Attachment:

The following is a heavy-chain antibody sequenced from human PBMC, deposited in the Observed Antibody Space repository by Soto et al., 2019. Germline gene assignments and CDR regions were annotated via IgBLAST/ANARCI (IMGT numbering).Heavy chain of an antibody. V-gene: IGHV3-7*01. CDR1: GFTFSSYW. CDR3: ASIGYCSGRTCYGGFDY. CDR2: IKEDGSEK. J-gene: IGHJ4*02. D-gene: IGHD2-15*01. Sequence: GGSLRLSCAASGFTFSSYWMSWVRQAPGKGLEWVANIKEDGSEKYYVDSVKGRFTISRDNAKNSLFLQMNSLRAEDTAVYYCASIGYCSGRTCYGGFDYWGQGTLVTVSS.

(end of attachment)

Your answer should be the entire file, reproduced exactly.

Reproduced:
The following is a heavy-chain antibody sequenced from human PBMC, deposited in the Observed Antibody Space repository by Soto et al., 2019. Germline gene assignments and CDR regions were annotated via IgBLAST/ANARCI (IMGT numbering).Heavy chain of an antibody. V-gene: IGHV3-7*01. CDR1: GFTFSSYW. CDR3: ASIGYCSGRTCYGGFDY. CDR2: IKEDGSEK. J-gene: IGHJ4*02. D-gene: IGHD2-15*01. Sequence: GGSLRLSCAASGFTFSSYWMSWVRQAPGKGLEWVANIKEDGSEKYYVDSVKGRFTISRDNAKNSLFLQMNSLRAEDTAVYYCASIGYCSGRTCYGGFDYWGQGTLVTVSS.